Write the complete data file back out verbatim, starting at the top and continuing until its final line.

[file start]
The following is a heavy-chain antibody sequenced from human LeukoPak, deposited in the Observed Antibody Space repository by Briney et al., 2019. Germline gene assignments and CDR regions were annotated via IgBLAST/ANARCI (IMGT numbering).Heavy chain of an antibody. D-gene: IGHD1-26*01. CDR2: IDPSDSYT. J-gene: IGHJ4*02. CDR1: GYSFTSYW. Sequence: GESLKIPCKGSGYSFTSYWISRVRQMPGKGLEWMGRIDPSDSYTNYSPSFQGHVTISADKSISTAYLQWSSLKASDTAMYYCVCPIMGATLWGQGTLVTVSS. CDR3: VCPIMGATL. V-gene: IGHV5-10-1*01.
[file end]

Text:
The following is a heavy-chain antibody sequenced from human LeukoPak, deposited in the Observed Antibody Space repository by Briney et al., 2019. Germline gene assignments and CDR regions were annotated via IgBLAST/ANARCI (IMGT numbering).Heavy chain of an antibody. D-gene: IGHD1-26*01. CDR2: IDPSDSYT. J-gene: IGHJ4*02. CDR1: GYSFTSYW. Sequence: GESLKIPCKGSGYSFTSYWISRVRQMPGKGLEWMGRIDPSDSYTNYSPSFQGHVTISADKSISTAYLQWSSLKASDTAMYYCVCPIMGATLWGQGTLVTVSS. CDR3: VCPIMGATL. V-gene: IGHV5-10-1*01.